Well said. Appreciate the comments about the reality- even though you’re writing fiction, it’s pretty easy to figure out who has done their homework.



  8. Toni
    July 15th, 2011 at 1:57 pm · Link

    Thank you for a wonderful post. I love your writing.

    BDSM gets such a bad wrap. Though I have never had the opportunity to play in that lifestyle, I find it fascinating, especially for all the reason you listed. There are “dicks” out there, but there are also loving relationships too.

    Kudos to you for showing the other side of BDSM.



  9. Jimena D.
    July 15th, 2011 at 2:22 pm · Link

    I really love reading BDSM novels and I agree about the humiliation aspect to BDSM, I’m not into it either. I do love the power exchange between the couples or triads. I think each BDSM novel has a different level of intensity, some are just about the sex, some are full into the lifestyle, others are just kinks…and that’s what I love, the diversity of BDSM…



  10. Tymber Dalton
    July 15th, 2011 at 4:34 pm · Link

    Amen! That’s why I get so irritated at the “won twue wayers” who claim my BDSM writing isn’t “real” because it’s not the way they do it.

    Surprise, I write my contemporary BDSM the way I either do it, have seen it done, or been told first-hand by people who have done it.

    Just like I can’t stand the old-fashioned romance bodice rippers where the woman is practically raped by the hero, but it’s okay because he marries her, everyone has their own tastes. But hearing people put down a piece of writing because it’s not the way “they” do it…that’s just closed-minded in my opinion.

    Good for you for writing what resonates for you. I’ve personally found that’s the only way to stay true to the story and the characters. :)



  11. Jen B.
    July 15th, 2011 at 7:14 pm · Link

    I do read BDSM books. Let me clarify. Books that are all about the BDSM aspects of the character’s relationships. When I read your books, I don’t think of them as BDSM per se. Your books are about the relationships and the story and you happen to have characters that enjoy aspects of the BDSM lifestyle. I recommend your books to people but I have never recommended any of the straight BDSM books to anyone.



  12. Shayla Black
    July 15th, 2011 at 7:22 pm · Link

    Brilliant, as always. You are totally correct. Every relationship is individual, and that’s especially true for BDSM. Thanks for a great post!



  13. Collette
    July 15th, 2011 at 10:29 pm · Link

    The relationship between the two people and how it moves and grows and what it looks like is why I read books. There’s a whole other level there when you add in BDSM and I think your handling of it is why I read YOUR books. I love the relationships in your books. Love them.



  14. Natasha A.
    July 17th, 2011 at 6:24 am · Link

    Fantastic!! This should be required reading! :D



  15. trish dechant
    July 17th, 2011 at 5:04 pm · Link

    Thank you so much for posting this topic. I am an aspiring writer, and have bounced around the idea of a romance story with BDSM elements–That being said, I have read a lot on this topic. Some are bad:REALLY bad– and miss the mark so completely that I end up not finishing the book. (BTW-it has NEVER happened with a Lauren Dane book, :wink: ) The last one I just finished turned my stomach-it used humiliation and wasn’t in any way something that I could finish.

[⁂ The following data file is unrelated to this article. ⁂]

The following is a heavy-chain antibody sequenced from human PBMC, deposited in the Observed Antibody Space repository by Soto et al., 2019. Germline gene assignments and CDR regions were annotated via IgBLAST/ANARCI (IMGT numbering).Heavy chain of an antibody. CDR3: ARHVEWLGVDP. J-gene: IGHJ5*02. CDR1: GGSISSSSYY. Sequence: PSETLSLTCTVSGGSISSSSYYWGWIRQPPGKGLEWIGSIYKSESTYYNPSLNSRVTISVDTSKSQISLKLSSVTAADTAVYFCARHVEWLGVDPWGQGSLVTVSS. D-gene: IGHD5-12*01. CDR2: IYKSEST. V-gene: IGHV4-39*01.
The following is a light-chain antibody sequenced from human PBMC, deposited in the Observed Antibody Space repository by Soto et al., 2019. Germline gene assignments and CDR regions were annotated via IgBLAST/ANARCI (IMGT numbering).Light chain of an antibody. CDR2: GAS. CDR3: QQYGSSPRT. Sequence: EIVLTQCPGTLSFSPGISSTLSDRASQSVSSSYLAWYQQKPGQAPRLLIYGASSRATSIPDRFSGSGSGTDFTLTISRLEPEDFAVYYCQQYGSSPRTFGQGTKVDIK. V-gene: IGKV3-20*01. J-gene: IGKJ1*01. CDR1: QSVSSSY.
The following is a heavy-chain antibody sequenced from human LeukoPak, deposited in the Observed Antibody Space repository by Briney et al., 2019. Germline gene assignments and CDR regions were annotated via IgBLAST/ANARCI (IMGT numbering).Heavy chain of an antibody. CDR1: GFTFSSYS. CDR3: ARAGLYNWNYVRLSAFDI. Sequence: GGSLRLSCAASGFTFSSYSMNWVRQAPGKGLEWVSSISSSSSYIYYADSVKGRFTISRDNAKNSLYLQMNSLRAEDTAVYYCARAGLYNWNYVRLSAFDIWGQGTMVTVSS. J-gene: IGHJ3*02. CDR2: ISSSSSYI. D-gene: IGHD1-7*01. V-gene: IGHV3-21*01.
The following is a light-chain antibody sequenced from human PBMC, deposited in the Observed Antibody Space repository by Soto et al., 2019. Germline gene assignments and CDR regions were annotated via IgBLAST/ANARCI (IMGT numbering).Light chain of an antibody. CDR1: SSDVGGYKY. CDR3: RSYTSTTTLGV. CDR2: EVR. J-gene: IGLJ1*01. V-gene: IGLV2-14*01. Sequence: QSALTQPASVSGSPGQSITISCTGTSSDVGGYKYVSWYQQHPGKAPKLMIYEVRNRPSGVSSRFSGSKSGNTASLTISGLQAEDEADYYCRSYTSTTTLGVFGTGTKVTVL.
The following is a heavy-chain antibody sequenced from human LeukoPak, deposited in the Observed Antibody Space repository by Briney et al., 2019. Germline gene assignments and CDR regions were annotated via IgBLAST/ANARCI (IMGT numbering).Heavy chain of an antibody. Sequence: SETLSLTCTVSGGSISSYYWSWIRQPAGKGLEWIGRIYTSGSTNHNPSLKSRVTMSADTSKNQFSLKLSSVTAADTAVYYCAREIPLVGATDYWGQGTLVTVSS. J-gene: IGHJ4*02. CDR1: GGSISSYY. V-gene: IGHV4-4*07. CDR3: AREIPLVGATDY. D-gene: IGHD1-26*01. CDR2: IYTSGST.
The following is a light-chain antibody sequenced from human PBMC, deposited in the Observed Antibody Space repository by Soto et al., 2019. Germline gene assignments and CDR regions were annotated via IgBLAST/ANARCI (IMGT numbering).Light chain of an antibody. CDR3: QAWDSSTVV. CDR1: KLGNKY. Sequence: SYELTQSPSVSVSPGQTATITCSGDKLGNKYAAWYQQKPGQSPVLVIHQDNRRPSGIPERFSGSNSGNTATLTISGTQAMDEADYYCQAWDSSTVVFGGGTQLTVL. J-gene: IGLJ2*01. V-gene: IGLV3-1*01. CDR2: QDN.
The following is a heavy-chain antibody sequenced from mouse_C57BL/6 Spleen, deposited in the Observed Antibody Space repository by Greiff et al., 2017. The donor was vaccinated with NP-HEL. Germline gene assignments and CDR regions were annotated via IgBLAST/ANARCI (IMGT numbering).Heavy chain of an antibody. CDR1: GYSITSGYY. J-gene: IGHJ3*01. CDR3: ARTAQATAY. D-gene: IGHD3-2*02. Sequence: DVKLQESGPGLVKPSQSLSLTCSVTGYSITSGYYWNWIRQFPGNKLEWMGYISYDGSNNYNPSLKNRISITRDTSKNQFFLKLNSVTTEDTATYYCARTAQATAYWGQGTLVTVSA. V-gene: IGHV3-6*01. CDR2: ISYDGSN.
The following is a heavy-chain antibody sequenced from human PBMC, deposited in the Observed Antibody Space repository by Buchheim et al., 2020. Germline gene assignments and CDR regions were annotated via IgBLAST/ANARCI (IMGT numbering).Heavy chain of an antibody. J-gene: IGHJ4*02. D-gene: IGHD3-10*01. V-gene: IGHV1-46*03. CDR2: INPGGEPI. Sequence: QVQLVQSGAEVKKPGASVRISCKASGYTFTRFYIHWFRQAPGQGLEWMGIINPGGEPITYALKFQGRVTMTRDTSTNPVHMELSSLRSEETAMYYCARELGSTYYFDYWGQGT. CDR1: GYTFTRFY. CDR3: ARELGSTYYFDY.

For me, BDSM isn’t about perversion, or feeding a kink. It’s one the most intimate connection that two people can have. Im not saying that the couples out there that are strictly vanilla cannot experience that. Nope.
    But there are those writers out there that can catch that emotional connection in a BDSM relationship and touch your heart as well as your..er…girly bits…
    Sex without emotion–whether kink or not, is meaningless and makes a flat story.



  16. BookAddict
    July 18th, 2011 at 11:52 am · Link

    I read BDSM books because it’s my kink. I read a wide range from slice of life to the fantasy hardcore stuff.

    In one of the groups I’m in, we try to ensure that the full spectrum is noted and categorized so that people who are interested in certain aspects of BDSM read what they like. I would agree with Jen in her comments above.

    Personally, I tend to enjoy the harder intense aspects of BDSM. I like to read the fantasy stuff that shouldn’t be applied in real life. The lighter stuff, in the group we are in, we categorize in a way so that those who like it know to go to that list of books and enjoy it. It’s also a good indicating for those who are hardcore to avoid those books because we don’t want the hardcore ones to scoff and rate the books low because it isn’t “enough” for them.

    Here is the dilemma we struggle with in our group. It’s not so much the authors who are writing the lighter side of BDSM. It’s the ones who are jumping on the “fad” and writing BDSM w/o any research then calling it BDSM. For those of us who want more than a spank or little bondage, this is an extreme let down. Then there are the ones who don’t do any research at all and write what they think is considered “extreme” BDSM. I read those and roll my eyes. I roll my eyes because it is neither extreme. It’s all subjective, isn’t it? is the comment I hear from those who defend the warning.

    I agree, it is pretty subjective. But I have to say, telling anyone into BDSM lifestyle that 10 slaps on the bare ass is extreme or that Anal sex is extreme will get on these looks. O_o

    Being tied up to a bed and forced to suck a dick as extreme will only get another look of :shock: . These are the ones where those who read a lot of BDSM feel is a let down.

    As much as people dislike labeling or being “place in a box”, these do help readers with expectations. We try to steer our group members to the kink they like, not what we say they should like. :wink:

    And now as my little fan girl squee – Ms. Dane, your books are lovely and most everyone I’ve interacted with in the groups love your books. We don’t want to distract you from your writing as we eagerly await your next books.

    Ms. Dalton – you are one we love and pimp out to all the newbies and hardcores alike. The reluctant dom and domme by default had many of us sobbing our hearts out.



  17. William
    July 24th, 2011 at 1:12 pm · Link

    Very cool blog and article!